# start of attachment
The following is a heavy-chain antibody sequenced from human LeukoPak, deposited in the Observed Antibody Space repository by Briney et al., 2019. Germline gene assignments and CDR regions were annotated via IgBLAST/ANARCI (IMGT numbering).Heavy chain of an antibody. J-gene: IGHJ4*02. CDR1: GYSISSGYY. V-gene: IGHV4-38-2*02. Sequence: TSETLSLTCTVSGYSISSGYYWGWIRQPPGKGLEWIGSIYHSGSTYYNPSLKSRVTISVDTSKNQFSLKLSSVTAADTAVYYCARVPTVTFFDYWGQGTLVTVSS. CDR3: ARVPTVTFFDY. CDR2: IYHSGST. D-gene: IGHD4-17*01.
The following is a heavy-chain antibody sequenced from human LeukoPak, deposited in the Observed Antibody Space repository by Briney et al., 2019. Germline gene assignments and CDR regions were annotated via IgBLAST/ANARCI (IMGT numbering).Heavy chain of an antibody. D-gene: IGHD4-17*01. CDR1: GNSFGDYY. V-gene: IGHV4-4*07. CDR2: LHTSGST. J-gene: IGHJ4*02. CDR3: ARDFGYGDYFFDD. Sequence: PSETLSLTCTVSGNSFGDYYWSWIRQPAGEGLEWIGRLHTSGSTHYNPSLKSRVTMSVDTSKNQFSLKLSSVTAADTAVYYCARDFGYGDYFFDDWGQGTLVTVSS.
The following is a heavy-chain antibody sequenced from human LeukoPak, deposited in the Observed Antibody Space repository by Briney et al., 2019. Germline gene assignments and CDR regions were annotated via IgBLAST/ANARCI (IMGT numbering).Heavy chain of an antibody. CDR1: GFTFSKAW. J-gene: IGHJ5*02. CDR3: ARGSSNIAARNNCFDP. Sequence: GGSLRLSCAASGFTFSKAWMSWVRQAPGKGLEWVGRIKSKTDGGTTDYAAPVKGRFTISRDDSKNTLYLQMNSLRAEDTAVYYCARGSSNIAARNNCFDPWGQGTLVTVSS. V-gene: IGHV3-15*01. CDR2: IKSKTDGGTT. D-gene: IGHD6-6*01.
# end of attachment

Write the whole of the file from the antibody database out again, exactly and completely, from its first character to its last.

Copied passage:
The following is a heavy-chain antibody sequenced from human LeukoPak, deposited in the Observed Antibody Space repository by Briney et al., 2019. Germline gene assignments and CDR regions were annotated via IgBLAST/ANARCI (IMGT numbering).Heavy chain of an antibody. J-gene: IGHJ4*02. CDR1: GYSISSGYY. V-gene: IGHV4-38-2*02. Sequence: TSETLSLTCTVSGYSISSGYYWGWIRQPPGKGLEWIGSIYHSGSTYYNPSLKSRVTISVDTSKNQFSLKLSSVTAADTAVYYCARVPTVTFFDYWGQGTLVTVSS. CDR3: ARVPTVTFFDY. CDR2: IYHSGST. D-gene: IGHD4-17*01.
The following is a heavy-chain antibody sequenced from human LeukoPak, deposited in the Observed Antibody Space repository by Briney et al., 2019. Germline gene assignments and CDR regions were annotated via IgBLAST/ANARCI (IMGT numbering).Heavy chain of an antibody. D-gene: IGHD4-17*01. CDR1: GNSFGDYY. V-gene: IGHV4-4*07. CDR2: LHTSGST. J-gene: IGHJ4*02. CDR3: ARDFGYGDYFFDD. Sequence: PSETLSLTCTVSGNSFGDYYWSWIRQPAGEGLEWIGRLHTSGSTHYNPSLKSRVTMSVDTSKNQFSLKLSSVTAADTAVYYCARDFGYGDYFFDDWGQGTLVTVSS.
The following is a heavy-chain antibody sequenced from human LeukoPak, deposited in the Observed Antibody Space repository by Briney et al., 2019. Germline gene assignments and CDR regions were annotated via IgBLAST/ANARCI (IMGT numbering).Heavy chain of an antibody. CDR1: GFTFSKAW. J-gene: IGHJ5*02. CDR3: ARGSSNIAARNNCFDP. Sequence: GGSLRLSCAASGFTFSKAWMSWVRQAPGKGLEWVGRIKSKTDGGTTDYAAPVKGRFTISRDDSKNTLYLQMNSLRAEDTAVYYCARGSSNIAARNNCFDPWGQGTLVTVSS. V-gene: IGHV3-15*01. CDR2: IKSKTDGGTT. D-gene: IGHD6-6*01.